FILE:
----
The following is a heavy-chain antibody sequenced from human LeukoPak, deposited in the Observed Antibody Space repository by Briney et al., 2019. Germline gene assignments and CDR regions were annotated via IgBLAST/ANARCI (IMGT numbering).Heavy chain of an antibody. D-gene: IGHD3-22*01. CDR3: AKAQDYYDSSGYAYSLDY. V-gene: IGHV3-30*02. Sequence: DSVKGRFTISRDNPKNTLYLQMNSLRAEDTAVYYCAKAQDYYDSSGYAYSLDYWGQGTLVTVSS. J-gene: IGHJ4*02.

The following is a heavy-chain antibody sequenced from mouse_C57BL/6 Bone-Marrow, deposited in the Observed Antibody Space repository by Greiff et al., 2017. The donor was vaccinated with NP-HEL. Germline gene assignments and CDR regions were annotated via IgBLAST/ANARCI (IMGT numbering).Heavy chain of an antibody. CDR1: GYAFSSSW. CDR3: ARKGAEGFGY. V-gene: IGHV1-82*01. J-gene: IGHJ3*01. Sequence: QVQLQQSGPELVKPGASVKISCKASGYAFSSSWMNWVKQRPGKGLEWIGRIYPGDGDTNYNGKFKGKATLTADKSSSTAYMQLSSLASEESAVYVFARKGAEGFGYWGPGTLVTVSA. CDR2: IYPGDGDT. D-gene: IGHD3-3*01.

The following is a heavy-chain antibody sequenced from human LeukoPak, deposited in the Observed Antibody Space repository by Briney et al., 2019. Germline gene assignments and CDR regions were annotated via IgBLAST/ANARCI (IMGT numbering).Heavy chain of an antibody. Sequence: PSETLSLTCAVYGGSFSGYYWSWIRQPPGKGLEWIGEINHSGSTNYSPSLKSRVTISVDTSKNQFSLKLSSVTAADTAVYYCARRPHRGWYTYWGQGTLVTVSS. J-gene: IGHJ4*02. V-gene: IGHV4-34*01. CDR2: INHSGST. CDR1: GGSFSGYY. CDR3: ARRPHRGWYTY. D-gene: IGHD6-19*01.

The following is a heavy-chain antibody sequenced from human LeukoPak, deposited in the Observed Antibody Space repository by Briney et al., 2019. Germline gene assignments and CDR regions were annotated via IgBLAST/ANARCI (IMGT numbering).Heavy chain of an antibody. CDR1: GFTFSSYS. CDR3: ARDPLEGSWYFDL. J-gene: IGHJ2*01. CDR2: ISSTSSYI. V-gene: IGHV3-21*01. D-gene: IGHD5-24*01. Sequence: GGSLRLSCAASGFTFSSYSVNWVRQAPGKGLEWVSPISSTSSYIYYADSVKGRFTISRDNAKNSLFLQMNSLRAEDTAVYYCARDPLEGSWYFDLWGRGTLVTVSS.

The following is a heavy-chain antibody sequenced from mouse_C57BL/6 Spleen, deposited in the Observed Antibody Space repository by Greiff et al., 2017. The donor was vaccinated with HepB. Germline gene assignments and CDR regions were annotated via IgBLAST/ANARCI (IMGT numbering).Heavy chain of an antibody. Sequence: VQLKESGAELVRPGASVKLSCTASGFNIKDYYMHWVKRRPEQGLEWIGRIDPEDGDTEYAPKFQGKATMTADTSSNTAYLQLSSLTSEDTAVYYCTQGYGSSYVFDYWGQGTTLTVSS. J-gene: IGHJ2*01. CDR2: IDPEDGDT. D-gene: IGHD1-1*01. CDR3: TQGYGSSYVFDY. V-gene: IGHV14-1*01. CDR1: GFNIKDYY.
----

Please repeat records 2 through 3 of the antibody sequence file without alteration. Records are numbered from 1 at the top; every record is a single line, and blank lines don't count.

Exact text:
The following is a heavy-chain antibody sequenced from mouse_C57BL/6 Bone-Marrow, deposited in the Observed Antibody Space repository by Greiff et al., 2017. The donor was vaccinated with NP-HEL. Germline gene assignments and CDR regions were annotated via IgBLAST/ANARCI (IMGT numbering).Heavy chain of an antibody. CDR1: GYAFSSSW. CDR3: ARKGAEGFGY. V-gene: IGHV1-82*01. J-gene: IGHJ3*01. Sequence: QVQLQQSGPELVKPGASVKISCKASGYAFSSSWMNWVKQRPGKGLEWIGRIYPGDGDTNYNGKFKGKATLTADKSSSTAYMQLSSLASEESAVYVFARKGAEGFGYWGPGTLVTVSA. CDR2: IYPGDGDT. D-gene: IGHD3-3*01.

The following is a heavy-chain antibody sequenced from human LeukoPak, deposited in the Observed Antibody Space repository by Briney et al., 2019. Germline gene assignments and CDR regions were annotated via IgBLAST/ANARCI (IMGT numbering).Heavy chain of an antibody. Sequence: PSETLSLTCAVYGGSFSGYYWSWIRQPPGKGLEWIGEINHSGSTNYSPSLKSRVTISVDTSKNQFSLKLSSVTAADTAVYYCARRPHRGWYTYWGQGTLVTVSS. J-gene: IGHJ4*02. V-gene: IGHV4-34*01. CDR2: INHSGST. CDR1: GGSFSGYY. CDR3: ARRPHRGWYTY. D-gene: IGHD6-19*01.